Edward Dimenberg Academic Publishing Workshop

February 4, 2016 § Leave a comment

A few insights from a recent workshop lead by Edward Dimenberg on academic publishing. Writing scholarly monographs is a creative process. ED uses the term  « creative scholar » to describe the intersection between creative writing and scholarship crafting.  The myth of the romantic author who inspired by a muse transcribes from scratch complex works is seriously harmful. « Ask senior colleagues how do they write » he suggests, betting that the answer will include a surprising array of idiosyncratic responses reflecting how brilliant minds work, but a very dull list of common concerns. They will all stress in one way or another the importance of having a daily routine,  that writing less often is much better than writing a lot sporadically, and that leaving the page in a middle of a paragraph, or even a sentence is much more powerful than trying to end in hard stops such as the end of chapters or sections. Leaving writing mid-sentence is the best way to avoid writer’s block and the time it would take otherwise to start again.

ED stresses that a scholarly monograph requires sacrifices and both to discipline one-self to ignore the call of the sirens that become louder the longer one spends working on a manuscript, and also a work-life balance to keep one’s sanity and energy. I will add what Sabina Berman once told me, « You always need a group of fierce bouncers to keep out all fascinating digressions that will show up uninvited to your writing process. » Wallace Stegner points out that the difference between an amateur and a professional writer is only the quality of their re-writes: all drafts are similar! One should be able to distinguish between what is interesting and what advances our argument. What is interesting should be caught off, and placed in a folder for later. Lastly, for ED time is of the essence. As Jacques Lacan pointed out « There is no creativity without a sense of urgency. »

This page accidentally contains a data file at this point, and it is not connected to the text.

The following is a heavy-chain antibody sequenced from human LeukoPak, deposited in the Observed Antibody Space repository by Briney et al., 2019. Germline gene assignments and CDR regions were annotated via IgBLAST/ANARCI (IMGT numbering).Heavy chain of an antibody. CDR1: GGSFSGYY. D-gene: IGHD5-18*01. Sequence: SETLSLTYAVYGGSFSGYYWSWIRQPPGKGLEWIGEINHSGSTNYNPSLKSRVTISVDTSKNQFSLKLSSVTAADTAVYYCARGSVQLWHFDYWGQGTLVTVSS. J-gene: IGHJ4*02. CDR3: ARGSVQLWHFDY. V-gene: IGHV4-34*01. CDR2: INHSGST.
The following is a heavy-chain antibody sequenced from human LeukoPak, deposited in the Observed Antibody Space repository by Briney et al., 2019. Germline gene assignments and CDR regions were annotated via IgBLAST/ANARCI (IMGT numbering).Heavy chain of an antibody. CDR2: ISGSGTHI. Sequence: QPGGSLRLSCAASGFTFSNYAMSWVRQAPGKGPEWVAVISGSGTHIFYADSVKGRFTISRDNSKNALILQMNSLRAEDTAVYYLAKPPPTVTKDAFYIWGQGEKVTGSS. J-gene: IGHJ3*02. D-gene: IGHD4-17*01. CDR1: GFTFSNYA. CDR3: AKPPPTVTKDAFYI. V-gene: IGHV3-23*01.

In the humanities, scholars are less aware of their method, which is in fact what makes most of the value of their work as it is not the what but the how that advances the discipline. A crucial task is to find, construct and keep a writing network of 2-3 people you respect and with whom to exchange creative and constructive criticism. This group doesn’t necessarily needs to match your tribe, or need to be willing to take responsibility for you or even accept your work as part of their field. « Find 3-4 books that you think yours might look like, would save a lot of misunderstandings when talking to editors, and also when figuring out fields, sub-fields and search keywords you want to include in yours.»

Editors don’t want to publish something that is available out there. As a rule of thumb, from one article/chapter to a maximum of 25 percent of a book may have been pre-published in the form of an article, or dissertation, never more.

Edward Dimenberg is a Professor of Film & Media Studies at UC Irvine


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